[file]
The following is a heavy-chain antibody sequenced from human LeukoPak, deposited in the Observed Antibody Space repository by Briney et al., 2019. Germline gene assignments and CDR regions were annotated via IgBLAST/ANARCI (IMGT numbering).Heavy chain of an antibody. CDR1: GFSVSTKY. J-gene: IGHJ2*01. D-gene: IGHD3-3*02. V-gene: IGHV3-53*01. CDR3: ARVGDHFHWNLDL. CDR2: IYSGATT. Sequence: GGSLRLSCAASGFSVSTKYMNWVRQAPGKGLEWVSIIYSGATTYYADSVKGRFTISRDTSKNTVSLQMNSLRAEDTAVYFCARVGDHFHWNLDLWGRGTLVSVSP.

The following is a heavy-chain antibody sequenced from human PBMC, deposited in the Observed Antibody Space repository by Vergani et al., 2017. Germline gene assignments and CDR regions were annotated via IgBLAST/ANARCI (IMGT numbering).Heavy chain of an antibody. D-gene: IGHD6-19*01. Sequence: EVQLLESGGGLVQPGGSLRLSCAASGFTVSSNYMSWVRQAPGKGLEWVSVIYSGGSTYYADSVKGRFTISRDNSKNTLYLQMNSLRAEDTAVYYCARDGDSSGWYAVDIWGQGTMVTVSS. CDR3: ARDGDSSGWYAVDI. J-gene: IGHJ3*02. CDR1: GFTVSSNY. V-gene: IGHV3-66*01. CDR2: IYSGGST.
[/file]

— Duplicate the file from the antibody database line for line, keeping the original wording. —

The following is a heavy-chain antibody sequenced from human LeukoPak, deposited in the Observed Antibody Space repository by Briney et al., 2019. Germline gene assignments and CDR regions were annotated via IgBLAST/ANARCI (IMGT numbering).Heavy chain of an antibody. CDR1: GFSVSTKY. J-gene: IGHJ2*01. D-gene: IGHD3-3*02. V-gene: IGHV3-53*01. CDR3: ARVGDHFHWNLDL. CDR2: IYSGATT. Sequence: GGSLRLSCAASGFSVSTKYMNWVRQAPGKGLEWVSIIYSGATTYYADSVKGRFTISRDTSKNTVSLQMNSLRAEDTAVYFCARVGDHFHWNLDLWGRGTLVSVSP.

The following is a heavy-chain antibody sequenced from human PBMC, deposited in the Observed Antibody Space repository by Vergani et al., 2017. Germline gene assignments and CDR regions were annotated via IgBLAST/ANARCI (IMGT numbering).Heavy chain of an antibody. D-gene: IGHD6-19*01. Sequence: EVQLLESGGGLVQPGGSLRLSCAASGFTVSSNYMSWVRQAPGKGLEWVSVIYSGGSTYYADSVKGRFTISRDNSKNTLYLQMNSLRAEDTAVYYCARDGDSSGWYAVDIWGQGTMVTVSS. CDR3: ARDGDSSGWYAVDI. J-gene: IGHJ3*02. CDR1: GFTVSSNY. V-gene: IGHV3-66*01. CDR2: IYSGGST.